Joe Biden: the worrying rise of Barack Obama’s Mr Wrong
Vice-President Joe Biden has been on the wrong side of history on all the big questions, argues Toby Harnden
4:17PM BST 17 Oct 2009
Joe Biden's overseas expertise amounted to having spent a long time as chairman of the Senate foreign affairs committee Photo: EPA
Want to know how to deal with a momentous issue of war or grand strategy? You could do a lot worse than check out what Vice-President Joe Biden thinks – and plump for the opposite.
Mr Biden was chosen as Barack Obama's running mate last August because he was old, white and supposedly knew a lot about foreign policy. I say "supposedly" because really Mr Biden's overseas expertise amounted to having spent a long time as chairman of the Senate foreign affairs committee, knowing the names of lots of world leaders, and being able to josh around amiably with them during congressional junkets across the globe.
What Mr Obama overlooked was that Mr Biden, who served as a senator for tiny Delaware for 36 years, had never run anything in his life, or taken decisions rather than talking about things, at legendary length. Even in the United States Senate, that august body which each week produces enough hot air to transport 1,000 six-year-olds across America, Mr Biden – who sports hair plugs and a set of porcelain-enhanced gnashers that would blind a polar bear – is renowned for his wordiness.
His speech is littered with the word "literally" and he glories in meandering anecdotes about his family and Irish ancestry. When Obama aides tried to muzzle him during the campaign, Mr Biden agreed but would then muse on the stump: "I try to cut this stuff down, not dumb it down, just get down to the quick of the matter, the essence of the matter."
Making fun of Joe Biden is a bipartisan affair. A quip about Biden being a windbag is guaranteed to bring a Democrat and Republican together in Washington.
Mr Obama himself even dabbled in it in February when he responded to a question about yet another Biden gaffe by saying, "I don't know what Joe was referring to, not surprisingly", prompting stifled sniggers from White House staffers at the back of the room.
A miffed Mr Biden used his weekly lunch with the President to ask him not to "diss" him in public. Mr Obama agreed, scheduling a photo op of the pair eating hamburgers together to demonstrate they were still buddies. The real difficulty with Mr Biden, however, is his judgement.
On all the big questions, he has been – to put it politely – on the wrong side of history. In 1990, he voted against American forces expelling Saddam Hussein from Kuwait. He voted for the invasion of Iraq in 2003, and advocated splitting it into three states along ethnic lines. He opposed the Iraq troop surge of 2007 that pacified the country and rescued the US from the jaws of defeat.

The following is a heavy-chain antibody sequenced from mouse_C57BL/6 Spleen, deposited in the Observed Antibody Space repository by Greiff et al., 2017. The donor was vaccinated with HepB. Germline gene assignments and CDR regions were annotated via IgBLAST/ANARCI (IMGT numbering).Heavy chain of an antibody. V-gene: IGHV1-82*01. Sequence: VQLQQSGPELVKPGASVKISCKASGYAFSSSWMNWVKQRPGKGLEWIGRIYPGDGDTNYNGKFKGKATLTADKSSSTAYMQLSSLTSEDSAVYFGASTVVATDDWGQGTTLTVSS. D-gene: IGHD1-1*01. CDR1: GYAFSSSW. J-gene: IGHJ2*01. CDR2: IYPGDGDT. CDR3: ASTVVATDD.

Now, Mr Biden is pushing a policy of what he terms "counter-terrorism plus" – a scheme which involves a much smaller military presence in Afghanistan, with al-Qaeda elements being targeted at long range by military drones and smart missiles.
This runs entirely against the counter-insurgency doctrine convincingly outlined by Gen Stanley McChrystal, who wants an extra 40,000 troops to enable Nato forces to protect and influence the people while mentoring the Afghan army and police, and gathering intelligence on the ground.
The problem is that Mr Obama may now be listening to Mr Biden. Having supposedly already settled on an Afghan strategy in March, he is giving a very public impression of Hamlet as he wrings his hands and conducts endless White House debates – with details leaked to the press – about what to do. These Afghanistan policy seminars are principally designed to demonstrate that Mr Obama is not the hot-headed "decider" President George W Bush. But the dithering is projecting a dangerous uncertainty about the West's intentions to an Afghan people craving assurance that Nato is fully committed, and in for the long haul. More seriously, Mr Obama's inclination on troop levels seems to be to seek a middle way – a "splitting the baby" option that could be the worst of all possible worlds.
The Left, sensing that Mr Obama is wavering and beginning to rethink his campaign contention that Afghanistan was the "good war" as opposed to Mr Bush's evil Iraq adventure, is throwing its lot in with Mr Biden. There's a solidifying conventional wisdom in Washington that Mr Biden's star is in the ascendant. This week's Newsweek front cover sporting the vice-president's steely visage beside the headline "Why Joe is No Joke" is no doubt already framed in the Biden downstairs loo. If Mr Obama really believes that's true then we could all be in big trouble.
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